- No Synbio Vanilla
No Synbio Vanilla
News release: Haagen-Dazs says “no” to synbio
A new ingredient straight out of a petri dish has just entered the global food supply in many of our favorite foods, from ice cream to birthday cake. And like many of the products of genetic engineering, it won’t be labeled — instead it is being marketed as “natural.” But this ingredient is anything but natural.
Synthetic biology vanilla flavoring (synbio vanilla) is produced with a new, virtually unregulated experimental genetic technology — synthetic biology — an extreme version of genetic engineering. Synbio vanilla was designed to replace natural vanillin flavoring from vanilla beans, and is made in labs using synthetic DNA and reprogrammed, genetically engineered yeast.
|Take action to keep extreme genetic engineering out of your ice cream:|
This is the first major use of a synbio ingredient in food, and dozens of other flavors and food additives are in the pipeline, so synbio vanilla sets a dangerous precedent for synthetic genetically engineered ingredients to sneak into our food supply and be labeled as “natural.”
Ice cream companies are one of the biggest purchasers of natural vanilla flavoring and we need your help to send a strong message to Dryers, Baskin Robbins, and other major ice cream companies asking them commit to not use synbio vanilla in their ice cream.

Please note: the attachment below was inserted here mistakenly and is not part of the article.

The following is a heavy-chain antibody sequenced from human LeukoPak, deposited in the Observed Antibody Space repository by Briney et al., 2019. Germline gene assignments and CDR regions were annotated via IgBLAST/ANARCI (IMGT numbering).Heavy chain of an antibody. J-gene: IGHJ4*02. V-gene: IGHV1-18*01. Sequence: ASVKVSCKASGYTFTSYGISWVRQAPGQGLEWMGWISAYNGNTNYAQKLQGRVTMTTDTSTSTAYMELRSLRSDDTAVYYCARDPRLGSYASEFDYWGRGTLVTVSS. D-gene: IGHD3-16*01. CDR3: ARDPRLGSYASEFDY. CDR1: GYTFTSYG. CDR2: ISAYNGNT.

Synthetic biology vanillin poses several human health, environmental and economic concerns for consumers, food companies and other stakeholders. Synthetic Biology vanillin could speed rain forest destruction and could harm sustainable farmers and poor communities across the world.
Natural vanilla farmers protect intact rain forests by growing the high valued vanilla orchids which depend on these tropical forests. If the demand for synbio vanilla reaches an industrial scale, it could lead to rain forest destruction in two ways. First, synbio vanilla will masquerade as “natural” and could displace the demand for the natural vanilla market. Without the natural vanilla market adding economic value to the rain forest in these regions, these last standing rain forests will not be protected from competing agricultural markets such as soy, palm oil, and sugar.
In addition, the demand for sugar needed to feed the yeast engineered for synthetic biology could result in clear cutting tropical forests in Latin America, Africa and South East Asia for more sugar cane production. These problems will be exacerbated as this and other synthetic biology applications using yeast scale up to meet increasing demand and replace current production of natural and artificial flavors and fragrances, including vanilla. Read more here.
A group of 116 consumer, food safety, environmental, sustainable agriculture, parent, public health and faith based organizations have signed the “Principles for the Oversight of Synthetic Biology” which outlines the need to safeguard public health and the environment from the novel risks of synthetic biology and to ensure open, meaningful and full public participation in decisions regarding its uses. Synthetic biology vanillin does not meet these standards.